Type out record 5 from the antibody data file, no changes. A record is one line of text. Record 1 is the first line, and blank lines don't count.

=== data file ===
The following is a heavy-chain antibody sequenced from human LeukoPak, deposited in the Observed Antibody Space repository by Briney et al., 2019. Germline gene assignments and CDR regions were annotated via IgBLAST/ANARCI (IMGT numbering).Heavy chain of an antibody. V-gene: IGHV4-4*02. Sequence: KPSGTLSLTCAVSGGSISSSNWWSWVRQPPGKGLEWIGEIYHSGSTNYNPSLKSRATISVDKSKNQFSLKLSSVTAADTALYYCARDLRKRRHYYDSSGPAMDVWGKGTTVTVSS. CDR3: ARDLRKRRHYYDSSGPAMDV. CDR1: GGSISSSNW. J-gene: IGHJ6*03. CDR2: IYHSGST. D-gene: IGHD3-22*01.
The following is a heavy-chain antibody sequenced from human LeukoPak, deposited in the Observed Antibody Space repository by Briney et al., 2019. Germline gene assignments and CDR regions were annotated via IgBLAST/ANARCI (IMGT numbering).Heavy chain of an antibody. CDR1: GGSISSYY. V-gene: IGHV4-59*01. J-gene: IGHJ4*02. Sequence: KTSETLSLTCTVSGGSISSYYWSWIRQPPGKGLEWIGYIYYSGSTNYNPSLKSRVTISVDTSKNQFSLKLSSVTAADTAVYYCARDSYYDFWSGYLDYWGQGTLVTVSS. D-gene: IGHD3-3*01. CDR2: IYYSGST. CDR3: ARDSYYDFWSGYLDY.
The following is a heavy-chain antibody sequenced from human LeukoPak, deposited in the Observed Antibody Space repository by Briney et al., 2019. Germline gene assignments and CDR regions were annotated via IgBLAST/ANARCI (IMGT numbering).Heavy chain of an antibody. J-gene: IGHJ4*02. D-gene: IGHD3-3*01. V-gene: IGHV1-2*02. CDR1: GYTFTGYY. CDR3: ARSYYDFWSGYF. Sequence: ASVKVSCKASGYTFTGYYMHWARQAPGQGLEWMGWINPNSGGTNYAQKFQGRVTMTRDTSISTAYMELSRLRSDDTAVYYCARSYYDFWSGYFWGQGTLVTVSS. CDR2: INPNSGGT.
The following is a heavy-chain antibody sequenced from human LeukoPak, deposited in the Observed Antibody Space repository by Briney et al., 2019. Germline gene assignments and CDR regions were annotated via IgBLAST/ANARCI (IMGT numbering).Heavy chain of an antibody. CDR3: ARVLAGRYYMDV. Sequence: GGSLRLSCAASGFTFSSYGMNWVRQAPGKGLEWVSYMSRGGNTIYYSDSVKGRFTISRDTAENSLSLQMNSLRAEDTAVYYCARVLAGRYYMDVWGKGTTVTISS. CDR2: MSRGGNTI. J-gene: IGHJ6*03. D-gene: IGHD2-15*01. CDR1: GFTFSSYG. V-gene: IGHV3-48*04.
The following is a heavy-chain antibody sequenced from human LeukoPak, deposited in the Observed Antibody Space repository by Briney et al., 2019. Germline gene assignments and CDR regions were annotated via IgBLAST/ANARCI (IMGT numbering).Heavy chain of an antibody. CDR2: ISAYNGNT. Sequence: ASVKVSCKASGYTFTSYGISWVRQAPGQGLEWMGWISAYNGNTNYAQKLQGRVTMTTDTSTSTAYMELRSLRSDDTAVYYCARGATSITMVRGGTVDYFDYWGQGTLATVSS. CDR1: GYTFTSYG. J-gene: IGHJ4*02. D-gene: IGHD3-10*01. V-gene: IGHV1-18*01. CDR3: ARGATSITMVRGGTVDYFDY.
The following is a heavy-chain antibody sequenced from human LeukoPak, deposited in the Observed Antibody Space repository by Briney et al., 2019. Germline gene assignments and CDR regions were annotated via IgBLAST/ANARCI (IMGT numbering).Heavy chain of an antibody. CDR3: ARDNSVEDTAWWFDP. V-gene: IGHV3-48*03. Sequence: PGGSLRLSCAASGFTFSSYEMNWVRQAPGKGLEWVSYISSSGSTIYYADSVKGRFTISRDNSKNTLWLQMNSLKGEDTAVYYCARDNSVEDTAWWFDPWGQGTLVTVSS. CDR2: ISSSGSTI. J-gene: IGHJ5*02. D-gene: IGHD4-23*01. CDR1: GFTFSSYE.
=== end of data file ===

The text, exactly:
The following is a heavy-chain antibody sequenced from human LeukoPak, deposited in the Observed Antibody Space repository by Briney et al., 2019. Germline gene assignments and CDR regions were annotated via IgBLAST/ANARCI (IMGT numbering).Heavy chain of an antibody. CDR2: ISAYNGNT. Sequence: ASVKVSCKASGYTFTSYGISWVRQAPGQGLEWMGWISAYNGNTNYAQKLQGRVTMTTDTSTSTAYMELRSLRSDDTAVYYCARGATSITMVRGGTVDYFDYWGQGTLATVSS. CDR1: GYTFTSYG. J-gene: IGHJ4*02. D-gene: IGHD3-10*01. V-gene: IGHV1-18*01. CDR3: ARGATSITMVRGGTVDYFDY.